Three years ago, I gave a presentation trying to distinguish "modern" P&C core insurance systems from truly modern ones, arguing that a modern codebase, essentially .NET or Java, wasn't enough to bridge the gap from modern to truly modern.
Instead, a "truly modern" system would need to have most of the following eight attributes:
-A configurable rules engine
-Business process management tools
-Visual, configurable workflow
-Essentially no code changes
-Modern codebase, such as Java or .NET
-A truly modern user interface (Web 2.0 at a minimum)
Few applications met these criteria back in 2010, and an even smaller number of life/annuity solutions did. Today, there are many more P&C solutions that meet the criteria above, and a handful of L/A systems would as well. However, it's no longer 2010.
Core systems now need to address a world of app stores, mobile capabilities, voice recognition, touch-screen computing and many more technologies that have been "consumerized" in the past three years.
It is increasingly difficult for complex core systems to catch up to the present state of the art since the definition of a "truly modern" solution is a moving target. Refurbishing or rewriting large systems naturally takes time, which means that whatever a vendor begins building may not be considered advanced by the time it's actually finished. The vendor landscape is littered with solutions that seemed promising as they started development, but that were laughably outdated by the time they made it to market.
However, a change in the way software is developed and deployed is offering a glimmer of hope for the future of core systems, but it comes with some caveats. Over the last few years, the advent of rules engines, platforms, frameworks, configuration tools and business process management has sped up systems development. With the strong adoption of cloud, SaaS, and most importantly agile software development, new applications can be built and deployed quickly enough to stay truly modern and help insurers avoid capital expenditures.
Perhaps the most critical, but least exciting, is the agile software development methodology. Agile development is highly iterative, enables frequent, rapid feedback from customers and typically delivers functional systems more quickly than the waterfall approach, albeit ones that aren't as complete. Agile developers instead tend to release a module at a time until the solution is complete. By working on smaller chunks and getting the system to market quickly, vendors can move into upgrade mode and keep the system current sooner.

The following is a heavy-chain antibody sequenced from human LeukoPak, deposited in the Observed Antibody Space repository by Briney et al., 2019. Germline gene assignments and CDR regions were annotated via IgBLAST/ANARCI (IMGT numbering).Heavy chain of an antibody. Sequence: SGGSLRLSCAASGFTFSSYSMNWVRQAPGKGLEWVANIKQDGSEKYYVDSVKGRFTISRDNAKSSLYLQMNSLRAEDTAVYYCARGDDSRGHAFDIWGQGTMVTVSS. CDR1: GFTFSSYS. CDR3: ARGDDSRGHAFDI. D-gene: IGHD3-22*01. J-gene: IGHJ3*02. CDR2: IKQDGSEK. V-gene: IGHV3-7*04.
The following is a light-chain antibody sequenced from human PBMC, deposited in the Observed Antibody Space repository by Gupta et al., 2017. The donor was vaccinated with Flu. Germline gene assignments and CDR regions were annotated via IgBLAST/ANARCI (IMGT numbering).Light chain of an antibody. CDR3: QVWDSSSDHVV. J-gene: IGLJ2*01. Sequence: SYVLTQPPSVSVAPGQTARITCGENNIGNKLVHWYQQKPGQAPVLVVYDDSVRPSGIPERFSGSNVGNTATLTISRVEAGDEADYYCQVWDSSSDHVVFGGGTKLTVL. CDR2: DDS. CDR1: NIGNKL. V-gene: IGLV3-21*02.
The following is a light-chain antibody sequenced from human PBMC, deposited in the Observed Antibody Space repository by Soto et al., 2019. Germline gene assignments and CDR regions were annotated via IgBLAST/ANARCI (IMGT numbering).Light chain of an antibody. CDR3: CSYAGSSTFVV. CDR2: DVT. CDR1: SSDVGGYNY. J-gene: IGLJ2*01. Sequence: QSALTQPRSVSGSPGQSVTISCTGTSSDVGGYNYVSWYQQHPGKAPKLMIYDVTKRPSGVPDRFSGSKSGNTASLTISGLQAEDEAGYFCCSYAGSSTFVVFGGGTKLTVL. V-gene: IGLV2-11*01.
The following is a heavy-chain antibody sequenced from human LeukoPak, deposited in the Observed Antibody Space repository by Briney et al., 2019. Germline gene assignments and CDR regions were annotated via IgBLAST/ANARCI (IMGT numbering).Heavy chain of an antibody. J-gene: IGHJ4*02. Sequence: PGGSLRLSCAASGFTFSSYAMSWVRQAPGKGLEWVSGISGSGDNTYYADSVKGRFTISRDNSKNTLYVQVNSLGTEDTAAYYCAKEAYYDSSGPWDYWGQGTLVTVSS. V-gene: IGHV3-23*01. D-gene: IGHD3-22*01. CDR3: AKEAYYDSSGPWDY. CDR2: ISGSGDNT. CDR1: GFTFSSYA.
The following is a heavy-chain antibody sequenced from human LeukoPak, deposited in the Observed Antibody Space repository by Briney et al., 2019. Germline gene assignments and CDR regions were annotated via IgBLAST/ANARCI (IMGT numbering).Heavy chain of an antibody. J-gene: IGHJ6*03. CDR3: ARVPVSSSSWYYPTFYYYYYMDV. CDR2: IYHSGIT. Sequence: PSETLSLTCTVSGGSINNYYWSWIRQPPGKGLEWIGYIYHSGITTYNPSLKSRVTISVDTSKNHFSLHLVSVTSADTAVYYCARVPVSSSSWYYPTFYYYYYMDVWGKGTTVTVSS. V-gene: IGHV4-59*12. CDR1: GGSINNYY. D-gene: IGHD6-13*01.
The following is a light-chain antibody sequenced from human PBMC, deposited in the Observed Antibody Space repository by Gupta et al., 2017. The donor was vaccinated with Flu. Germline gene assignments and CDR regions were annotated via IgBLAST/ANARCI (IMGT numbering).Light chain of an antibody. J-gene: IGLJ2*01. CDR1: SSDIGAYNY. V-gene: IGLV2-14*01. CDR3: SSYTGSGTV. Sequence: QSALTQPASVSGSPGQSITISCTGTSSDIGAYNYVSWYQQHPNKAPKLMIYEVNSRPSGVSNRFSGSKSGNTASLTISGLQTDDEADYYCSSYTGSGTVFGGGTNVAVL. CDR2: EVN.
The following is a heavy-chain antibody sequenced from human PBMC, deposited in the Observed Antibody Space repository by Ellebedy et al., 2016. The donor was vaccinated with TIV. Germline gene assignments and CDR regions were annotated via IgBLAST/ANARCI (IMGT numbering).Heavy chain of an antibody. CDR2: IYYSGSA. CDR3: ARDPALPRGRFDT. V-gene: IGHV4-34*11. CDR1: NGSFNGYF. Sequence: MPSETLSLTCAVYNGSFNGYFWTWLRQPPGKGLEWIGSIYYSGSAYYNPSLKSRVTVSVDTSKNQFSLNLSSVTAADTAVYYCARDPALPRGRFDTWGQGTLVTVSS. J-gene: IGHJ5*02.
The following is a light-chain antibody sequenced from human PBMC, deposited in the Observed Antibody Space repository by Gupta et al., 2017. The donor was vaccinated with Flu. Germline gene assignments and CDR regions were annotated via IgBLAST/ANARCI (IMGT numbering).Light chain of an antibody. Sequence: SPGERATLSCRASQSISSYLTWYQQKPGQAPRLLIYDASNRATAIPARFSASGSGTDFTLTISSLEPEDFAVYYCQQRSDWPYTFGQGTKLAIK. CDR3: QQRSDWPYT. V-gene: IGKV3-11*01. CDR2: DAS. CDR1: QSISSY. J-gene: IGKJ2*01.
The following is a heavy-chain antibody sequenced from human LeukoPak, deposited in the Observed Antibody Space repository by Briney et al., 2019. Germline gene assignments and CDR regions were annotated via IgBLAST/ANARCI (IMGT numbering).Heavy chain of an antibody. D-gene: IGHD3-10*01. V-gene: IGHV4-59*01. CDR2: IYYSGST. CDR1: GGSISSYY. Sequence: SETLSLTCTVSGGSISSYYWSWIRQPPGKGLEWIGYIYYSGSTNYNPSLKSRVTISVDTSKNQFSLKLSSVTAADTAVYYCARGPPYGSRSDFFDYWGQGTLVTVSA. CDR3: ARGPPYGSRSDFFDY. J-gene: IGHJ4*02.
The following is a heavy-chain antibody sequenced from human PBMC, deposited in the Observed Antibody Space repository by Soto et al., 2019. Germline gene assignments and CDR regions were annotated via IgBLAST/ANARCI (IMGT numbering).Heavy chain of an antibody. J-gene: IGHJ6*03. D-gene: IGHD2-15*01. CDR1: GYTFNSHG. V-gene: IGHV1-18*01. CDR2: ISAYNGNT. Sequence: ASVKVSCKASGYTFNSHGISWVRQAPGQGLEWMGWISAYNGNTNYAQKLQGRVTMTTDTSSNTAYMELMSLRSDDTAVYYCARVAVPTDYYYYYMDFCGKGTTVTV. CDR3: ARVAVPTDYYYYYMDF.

Some of the newest systems, and even a few overhauls of older ones, are leveraging consumer technology concepts along with modern software development and deployment approaches to get in front of the technology curve and stay there.
From a consumer technology perspective, several policy administration systems are using app-store functionality to improve certain aspects of the systems ranging from integration adapters to upgrades. Several other core systems are offering mobile capabilities, such as agent or consumer apps, out of the box. Still others are optimizing for touch-screen PCs, laptops, tablets and smartphones. As the consumerization of technology accelerates, vendors will need to keep pace.
A carrier recently lamented their aging mainframe was capable of just 600 million instructions per second (MIPS), claiming my cell phone was probably more powerful. 600 MIPS sounded fast to me, until I found that, with its quad-core processor, my cell phone can handle 32 billion instructions per second, or 32,000 MIPS. Until carriers get up to speed with the technology consumers literally carry in their pocket, satisfying consumer demand will continue to be a challenge. The newest crop of systems, though, aims to help carriers do just that.
Chad Hersh is a managing director at Novarica, a research and advisory firm focused on business and technology strategy for insurers.
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